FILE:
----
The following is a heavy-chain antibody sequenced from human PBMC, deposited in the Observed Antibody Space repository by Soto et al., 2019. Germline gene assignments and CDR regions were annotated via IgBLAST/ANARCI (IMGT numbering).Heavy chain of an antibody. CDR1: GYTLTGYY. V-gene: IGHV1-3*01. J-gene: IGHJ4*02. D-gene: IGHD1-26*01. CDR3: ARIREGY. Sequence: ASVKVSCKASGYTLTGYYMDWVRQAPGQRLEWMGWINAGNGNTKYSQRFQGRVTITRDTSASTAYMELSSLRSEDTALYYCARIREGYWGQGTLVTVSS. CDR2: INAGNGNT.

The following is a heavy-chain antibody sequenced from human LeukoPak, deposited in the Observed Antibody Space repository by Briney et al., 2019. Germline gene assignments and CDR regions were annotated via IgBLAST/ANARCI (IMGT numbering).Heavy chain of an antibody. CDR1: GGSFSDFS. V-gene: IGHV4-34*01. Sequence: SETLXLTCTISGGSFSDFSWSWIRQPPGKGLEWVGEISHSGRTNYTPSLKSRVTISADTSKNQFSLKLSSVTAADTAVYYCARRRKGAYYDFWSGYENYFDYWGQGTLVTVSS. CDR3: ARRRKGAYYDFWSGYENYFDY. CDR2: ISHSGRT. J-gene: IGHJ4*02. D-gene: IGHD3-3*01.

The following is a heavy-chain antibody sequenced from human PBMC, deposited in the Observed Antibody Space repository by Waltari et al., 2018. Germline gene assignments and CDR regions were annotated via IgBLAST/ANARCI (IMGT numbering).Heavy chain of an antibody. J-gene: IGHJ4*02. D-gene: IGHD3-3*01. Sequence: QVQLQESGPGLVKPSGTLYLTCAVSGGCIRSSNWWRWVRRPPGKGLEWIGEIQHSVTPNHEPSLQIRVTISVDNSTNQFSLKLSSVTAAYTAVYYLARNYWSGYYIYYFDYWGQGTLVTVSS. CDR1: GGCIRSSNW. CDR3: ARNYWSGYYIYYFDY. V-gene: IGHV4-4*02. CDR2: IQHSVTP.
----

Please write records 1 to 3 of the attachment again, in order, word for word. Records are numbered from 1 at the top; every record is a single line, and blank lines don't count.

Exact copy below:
The following is a heavy-chain antibody sequenced from human PBMC, deposited in the Observed Antibody Space repository by Soto et al., 2019. Germline gene assignments and CDR regions were annotated via IgBLAST/ANARCI (IMGT numbering).Heavy chain of an antibody. CDR1: GYTLTGYY. V-gene: IGHV1-3*01. J-gene: IGHJ4*02. D-gene: IGHD1-26*01. CDR3: ARIREGY. Sequence: ASVKVSCKASGYTLTGYYMDWVRQAPGQRLEWMGWINAGNGNTKYSQRFQGRVTITRDTSASTAYMELSSLRSEDTALYYCARIREGYWGQGTLVTVSS. CDR2: INAGNGNT.

The following is a heavy-chain antibody sequenced from human LeukoPak, deposited in the Observed Antibody Space repository by Briney et al., 2019. Germline gene assignments and CDR regions were annotated via IgBLAST/ANARCI (IMGT numbering).Heavy chain of an antibody. CDR1: GGSFSDFS. V-gene: IGHV4-34*01. Sequence: SETLXLTCTISGGSFSDFSWSWIRQPPGKGLEWVGEISHSGRTNYTPSLKSRVTISADTSKNQFSLKLSSVTAADTAVYYCARRRKGAYYDFWSGYENYFDYWGQGTLVTVSS. CDR3: ARRRKGAYYDFWSGYENYFDY. CDR2: ISHSGRT. J-gene: IGHJ4*02. D-gene: IGHD3-3*01.

The following is a heavy-chain antibody sequenced from human PBMC, deposited in the Observed Antibody Space repository by Waltari et al., 2018. Germline gene assignments and CDR regions were annotated via IgBLAST/ANARCI (IMGT numbering).Heavy chain of an antibody. J-gene: IGHJ4*02. D-gene: IGHD3-3*01. Sequence: QVQLQESGPGLVKPSGTLYLTCAVSGGCIRSSNWWRWVRRPPGKGLEWIGEIQHSVTPNHEPSLQIRVTISVDNSTNQFSLKLSSVTAAYTAVYYLARNYWSGYYIYYFDYWGQGTLVTVSS. CDR1: GGCIRSSNW. CDR3: ARNYWSGYYIYYFDY. V-gene: IGHV4-4*02. CDR2: IQHSVTP.